CONTRACT: A Court in New York has ruled that the Woodstock Festival’s financial backers had no right to cancel the event without the agreement of the organisers of the Woodstock 50, although the court declined to force Dentsu to return $18 million to the Event’s bank account.
The 50th anniversary celebration of the original Woodstock which is planned August, was thrown into doubt last month when Amplifi Live, a division of the Dentsu Aegis Network – announced that the event had been cancelled. The Woodstock company rebutted this saying at the time Amplifi had no right to make such a decision and took the matter to th courts for resolution.
In what seems to be an analysis of the contract between the two former partners, and in particular what that contract said about cancelling the event and the management of the bank account that had been set up to pay festival costs. CMU Daily reports that “The agreement did set out quite clearly what Dentsu could do if it thought the Woodstock company was ever in breach of its contract. Basically, the marketing firm could either cancel the deal and walk away from the project, or take control of the festival and more directly manage the booking of acts and delivery of the event.” And indeed Dentsu did think breaches had occurred over a lack of consultation of talent bookings, a change to the capacity and budget disputes. This meant Dentsu could take control of the event. But, and it’s a big but, the court ruled that this control did not extend to cancelling the event and the two parties’ agreement was still in place and that clearly provides that “any decision to cancel the festival shall be jointly made in writing by the parties”.
The court ruled that Dentsu and its subsidiaries “are enjoined and restrained … from cancelling the festival or communicating to the media and/or festival stakeholders – including state and county officials, venue operators, local vendors, community representatives, insurers, producers, and talent agencies, and performers – that the festival has been cancelled”.
What the court didn’t do was ask Dentsu to return funds to the Event bank account, which was under Dentsu’s control. There was just under $18 million in that account at the point the marketing group withdrew – and on withdrawal Dentsu removed those funds. The court did not order the return of those funds saying that request was denied “pending a full evidentiary hearing, for a mandatory injunction directing [Dentsu] to return the $17.8 million to the festival bank account and provide [Woodstock] access to the funds in the festival bank account” and Judge Ostrager said that the Woodstock company had fallen “woefully short of making the heightened showing necessary to warrant a mandatory injunction ordering [the return of] $17.8 million to the festival bank account”.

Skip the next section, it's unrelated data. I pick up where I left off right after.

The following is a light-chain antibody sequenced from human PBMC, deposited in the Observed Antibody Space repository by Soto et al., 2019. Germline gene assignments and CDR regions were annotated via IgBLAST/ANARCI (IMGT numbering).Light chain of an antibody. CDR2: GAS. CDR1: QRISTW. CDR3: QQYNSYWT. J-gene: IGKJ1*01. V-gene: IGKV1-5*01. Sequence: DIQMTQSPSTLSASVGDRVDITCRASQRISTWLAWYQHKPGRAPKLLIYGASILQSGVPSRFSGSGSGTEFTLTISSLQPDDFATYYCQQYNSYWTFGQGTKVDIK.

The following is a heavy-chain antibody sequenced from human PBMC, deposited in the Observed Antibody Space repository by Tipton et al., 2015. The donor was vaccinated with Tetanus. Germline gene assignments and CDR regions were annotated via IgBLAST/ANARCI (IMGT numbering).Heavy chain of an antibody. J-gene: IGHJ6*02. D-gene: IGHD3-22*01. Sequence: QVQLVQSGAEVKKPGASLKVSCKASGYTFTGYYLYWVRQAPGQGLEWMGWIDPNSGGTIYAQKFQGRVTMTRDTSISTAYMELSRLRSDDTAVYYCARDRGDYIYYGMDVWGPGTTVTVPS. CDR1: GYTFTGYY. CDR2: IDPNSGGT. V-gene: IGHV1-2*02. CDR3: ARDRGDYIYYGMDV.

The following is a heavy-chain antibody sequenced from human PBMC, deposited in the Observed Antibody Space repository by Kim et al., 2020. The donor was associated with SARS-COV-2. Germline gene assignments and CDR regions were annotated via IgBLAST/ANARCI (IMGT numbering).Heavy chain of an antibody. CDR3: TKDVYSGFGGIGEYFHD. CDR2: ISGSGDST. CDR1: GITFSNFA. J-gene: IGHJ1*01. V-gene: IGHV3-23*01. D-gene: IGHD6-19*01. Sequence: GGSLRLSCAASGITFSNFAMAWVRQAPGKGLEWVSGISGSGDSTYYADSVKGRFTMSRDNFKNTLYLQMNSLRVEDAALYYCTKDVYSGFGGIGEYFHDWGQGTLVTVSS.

Putting a good spin on the result, a spokesperson for Dentsu told Billboard that they feel “vindicated to hear that the court agreed with what we have maintained all along: Woodstock 50 was not entitled to access the festival bank account per the contract and thus any access now is denied and the $17.8M remains with Amplify Live”‘ and “The court did not rule that Amplifi Live’s assumption of control over the festival was improper or alter that status in any way” and added “While we understand that pursuant to the court’s ruling Amplifi Live cannot cancel the festival without Woodstock 50’s agreement, at this time we do not intend to further invest in the festival due to the issues noted by the court, as well as the compressed timeframe, and multiple health and safety concerns.”
With the Woodstock company saying “Woodstock 50 is on!” it seems organisers will need to find a new financial backer to cover the budget, and further legal action between the two former partners may follow although variety reports that the court confirmed that this will ultimately be settled in arbitration — which will take place long after Woodstock 50 does or does not happen.
UPDATE: JULY 23RD: the Festival had lost it’s production partner and had been repeatedly refused a licence: Vernon Downs, a casino and horse racing complex also in the state of New York, was the first choice new home for the big 50th anniversary show. There no camping facilities available and Vernon Town attorney Vincent Rossi says that when the Woodstock team did submit their application for a licence (which was already late in the day) the submission was “inadequate” and “Each application submitted, one for each of the three days, was one page long with no supporting materials”. Following the fourth refusal a letter from the Town Council provided a long list of problems with the latest proposal submitted by organisers of the event, including that the safety plan they presented is basically “worthless”. Perhaps most importantly of all, organisers still had not addressed the biggest concern for Vernon officials, which is how 65,000 festival-goers will get to the site, and what they will do at the end of each day, given Vernon Downs isn’t able to accommodate any camping.